Maintaining the safest facility possible and regulation compliance relies on accurate and thorough documentation. However, documentation can be a point of weakness. The more thorough the test, the more complex the documentation. There can be thousands of pages of procedure to test a single system, so it is a challenge to be consistent and to keep documents up to date. On the other hand, when documentation is poor or incomplete much reliance is put on individual interpretation and the experience of the tester resulting in tests being repeated differently and affecting the quality of the tests. All of these are potential points of failure that increase risk and liability.
Operating companies are looking for solutions to improve overall operations and many are investing in digital transformation and automation. But, while there have been solutions introduced that aid in training the testers with the use of digital twins and simulation, there are few solutions that leverage the power of technologies to automate and comprehensively improve functional safety (validation) testing and eliminate systematic error. Of those, only one is fit-for-purpose, Test Drive by ProLytX.
Unlike other testing solutions, Test Drive is vendor agnostic and is compatible with most Program Logic Controllers (PLCs). It can be deployed as SaaS or on-prem. The solution removes human error by taking a templated approach, yet still allows for human expertise and oversight with a people-approved process. The engineer-designed user interface is far superior to the multi-system, multi-document traditional methods bringing everything into a single view.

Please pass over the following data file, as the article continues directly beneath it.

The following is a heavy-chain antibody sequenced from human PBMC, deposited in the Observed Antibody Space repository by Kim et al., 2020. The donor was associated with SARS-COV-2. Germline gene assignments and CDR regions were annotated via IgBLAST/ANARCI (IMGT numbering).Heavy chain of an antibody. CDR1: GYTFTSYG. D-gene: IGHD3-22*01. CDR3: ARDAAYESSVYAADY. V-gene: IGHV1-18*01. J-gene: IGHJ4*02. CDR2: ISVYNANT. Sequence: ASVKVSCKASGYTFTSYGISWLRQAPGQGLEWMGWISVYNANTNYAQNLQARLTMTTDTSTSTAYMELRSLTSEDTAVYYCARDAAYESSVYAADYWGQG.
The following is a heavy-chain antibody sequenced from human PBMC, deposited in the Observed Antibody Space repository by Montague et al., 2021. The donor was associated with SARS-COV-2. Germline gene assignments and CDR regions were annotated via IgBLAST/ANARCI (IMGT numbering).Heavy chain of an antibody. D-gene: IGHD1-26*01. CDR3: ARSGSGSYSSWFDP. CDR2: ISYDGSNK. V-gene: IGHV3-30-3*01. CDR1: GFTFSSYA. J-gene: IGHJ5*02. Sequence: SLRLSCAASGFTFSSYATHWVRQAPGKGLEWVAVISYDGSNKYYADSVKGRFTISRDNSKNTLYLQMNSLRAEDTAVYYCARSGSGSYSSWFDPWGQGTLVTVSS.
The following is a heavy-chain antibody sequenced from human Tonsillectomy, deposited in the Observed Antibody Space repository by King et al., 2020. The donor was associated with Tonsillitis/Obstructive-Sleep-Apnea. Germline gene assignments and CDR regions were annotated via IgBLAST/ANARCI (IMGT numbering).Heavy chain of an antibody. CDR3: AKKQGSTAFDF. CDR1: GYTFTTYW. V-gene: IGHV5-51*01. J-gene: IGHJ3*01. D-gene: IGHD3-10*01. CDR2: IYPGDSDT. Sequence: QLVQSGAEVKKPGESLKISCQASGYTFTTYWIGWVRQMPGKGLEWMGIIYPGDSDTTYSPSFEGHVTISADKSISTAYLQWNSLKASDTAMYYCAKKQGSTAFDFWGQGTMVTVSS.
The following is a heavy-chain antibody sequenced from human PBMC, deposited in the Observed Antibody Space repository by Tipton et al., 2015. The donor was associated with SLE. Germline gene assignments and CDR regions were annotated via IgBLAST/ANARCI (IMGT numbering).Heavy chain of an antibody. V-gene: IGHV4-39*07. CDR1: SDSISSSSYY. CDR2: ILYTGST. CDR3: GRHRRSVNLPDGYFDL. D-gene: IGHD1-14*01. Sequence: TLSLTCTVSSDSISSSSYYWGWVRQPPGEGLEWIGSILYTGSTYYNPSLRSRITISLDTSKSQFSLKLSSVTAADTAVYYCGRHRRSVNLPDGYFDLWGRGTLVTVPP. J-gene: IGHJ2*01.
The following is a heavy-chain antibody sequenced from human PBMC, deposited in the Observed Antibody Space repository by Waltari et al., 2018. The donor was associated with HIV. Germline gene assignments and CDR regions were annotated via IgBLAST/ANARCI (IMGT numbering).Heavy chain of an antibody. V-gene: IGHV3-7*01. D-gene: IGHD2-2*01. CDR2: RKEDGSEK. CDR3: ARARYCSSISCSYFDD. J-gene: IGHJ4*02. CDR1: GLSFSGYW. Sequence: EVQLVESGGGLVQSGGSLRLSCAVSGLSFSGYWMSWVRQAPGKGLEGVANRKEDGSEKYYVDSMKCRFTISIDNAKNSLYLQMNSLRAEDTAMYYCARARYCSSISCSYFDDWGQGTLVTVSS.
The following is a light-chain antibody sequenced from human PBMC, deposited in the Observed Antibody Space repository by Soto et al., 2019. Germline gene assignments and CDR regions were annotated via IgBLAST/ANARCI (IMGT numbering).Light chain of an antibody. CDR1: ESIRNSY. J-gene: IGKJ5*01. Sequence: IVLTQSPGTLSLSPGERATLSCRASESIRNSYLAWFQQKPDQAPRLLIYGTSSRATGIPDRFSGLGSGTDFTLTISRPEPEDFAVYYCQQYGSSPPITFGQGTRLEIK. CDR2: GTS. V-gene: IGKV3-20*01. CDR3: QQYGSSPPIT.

Beginning the Test Drive implementation process starts with a documentation audit and IEC61511 third-party review so that any issues with design interpretation and internal bias is removed. Then by establishing a repeatable automated testing procedure with consistent and accurate documentation outputs, the rigorous and repetitive process of regular maintenance and Management of Change (MoC) testing can be completed, and regulatory reporting obligations met without worry to the operator.
The real benefit of Test Drive to the operator is not only knowing that their facility has optimized safety for its workers and the environment, but that the solution has improved overall testing rigor while shifting functional safety testing off the critical path due to the efficiency of automation. This can reduce the testing process from weeks to days, potentially saving the company millions.
If you would like to learn more about how Test Drive can improve your facility’s functional safety and reduce costs, call ProLytX today.
1 According to The U.S. Chemical Safety Board (CSB), an independent, non-regulatory federal agency that investigates major chemical incidents.
2 Article by Jim Malewitz, published by the Texas Tribune in partnership with the Houston Chronicle on March 22, 2015 and includes information from OSHA records, government investigation reports, newspaper archives, and legal filings.